W.Va. Supreme Court rules in favor of right to obtain breath machine evidence in DUI cases
April 22, 2013|By MATTHEW UMSTEAD
MARTINSBURG, W.Va. — Motorists charged with driving under the influence are entitled to have the state provide downloadable data that shows the working history of the breath machine used on them, according to a West Virginia Supreme Court of Appeals opinion filed Monday.
“Any citizen arrested for DUI that submits to the breath machine shall now have meaningful access to their biggest accuser, the breath machine,” said defense attorney Harley O. Wagner, who successfully argued for the right to obtain the evidence.
The high court’s opinion affirmed the decision of now former 23rd Judicial Circuit Judge Gina M. Groh, who sided with Berkeley County Magistrate JoAnn Overington in a pending DUI case, according to the 22-page ruling.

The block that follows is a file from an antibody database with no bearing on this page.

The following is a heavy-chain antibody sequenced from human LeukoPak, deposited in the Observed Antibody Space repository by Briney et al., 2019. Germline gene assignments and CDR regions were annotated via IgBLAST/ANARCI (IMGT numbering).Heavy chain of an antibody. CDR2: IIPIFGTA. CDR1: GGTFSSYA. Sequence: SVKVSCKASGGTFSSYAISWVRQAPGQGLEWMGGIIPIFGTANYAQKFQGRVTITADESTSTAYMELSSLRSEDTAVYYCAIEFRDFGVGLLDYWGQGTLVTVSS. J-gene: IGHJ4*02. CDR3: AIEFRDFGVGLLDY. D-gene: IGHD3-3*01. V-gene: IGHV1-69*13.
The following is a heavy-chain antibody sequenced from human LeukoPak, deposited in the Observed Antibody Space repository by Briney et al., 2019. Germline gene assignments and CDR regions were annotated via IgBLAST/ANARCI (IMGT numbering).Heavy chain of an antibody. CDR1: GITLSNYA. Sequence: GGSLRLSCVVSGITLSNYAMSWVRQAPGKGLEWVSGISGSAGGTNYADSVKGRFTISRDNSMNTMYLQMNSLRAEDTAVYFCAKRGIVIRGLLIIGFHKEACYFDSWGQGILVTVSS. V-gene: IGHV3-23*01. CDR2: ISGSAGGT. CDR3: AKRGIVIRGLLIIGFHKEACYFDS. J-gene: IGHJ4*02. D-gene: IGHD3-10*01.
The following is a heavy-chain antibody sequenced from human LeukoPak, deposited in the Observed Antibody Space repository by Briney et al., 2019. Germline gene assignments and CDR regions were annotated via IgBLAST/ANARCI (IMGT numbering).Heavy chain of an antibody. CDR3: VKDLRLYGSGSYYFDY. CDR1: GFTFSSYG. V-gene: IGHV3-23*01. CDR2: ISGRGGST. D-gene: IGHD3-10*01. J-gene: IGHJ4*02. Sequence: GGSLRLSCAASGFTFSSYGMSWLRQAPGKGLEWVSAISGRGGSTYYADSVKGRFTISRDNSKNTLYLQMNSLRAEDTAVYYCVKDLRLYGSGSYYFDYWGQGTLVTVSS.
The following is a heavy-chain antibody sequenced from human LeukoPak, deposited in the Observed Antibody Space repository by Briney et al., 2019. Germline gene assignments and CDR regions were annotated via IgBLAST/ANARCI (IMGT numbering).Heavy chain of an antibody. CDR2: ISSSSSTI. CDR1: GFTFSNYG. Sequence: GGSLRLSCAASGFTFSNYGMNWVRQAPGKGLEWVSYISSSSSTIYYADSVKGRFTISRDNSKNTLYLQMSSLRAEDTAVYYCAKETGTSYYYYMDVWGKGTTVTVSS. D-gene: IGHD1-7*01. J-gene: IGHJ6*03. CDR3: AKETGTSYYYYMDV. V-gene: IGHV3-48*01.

The state argued that Overington exceeded her authority by requiring it to produce breath machine data information that Wagner requested, according to court documents. And as a result, the state had also argued that Groh, who has since been appointed as a U.S. district court judge, had erred in not issuing a writ to prohibit the data requested by Wagner.
Wagner said Monday the data shows how the breath machine is functioning and ultimately points to the accuracy of the test results that are produced.
Until this decision, the state was only giving people a ticket telling them that they had cancer, so to speak, and to trust the accuracy of the results and then told them to go away, according to Wagner.
The state Supreme Court ruled that the defendant in the DUI case has a right to challenge the state’s foundation for admitting the results of a breath test as well as the right to challenge whether the test itself was in compliance with the law and state-guided protocols.
With the decision in hand, the pending DUI case now returns to magistrate court for adjudication with Wagner’s request for the breath machine data still pending, Wagner said.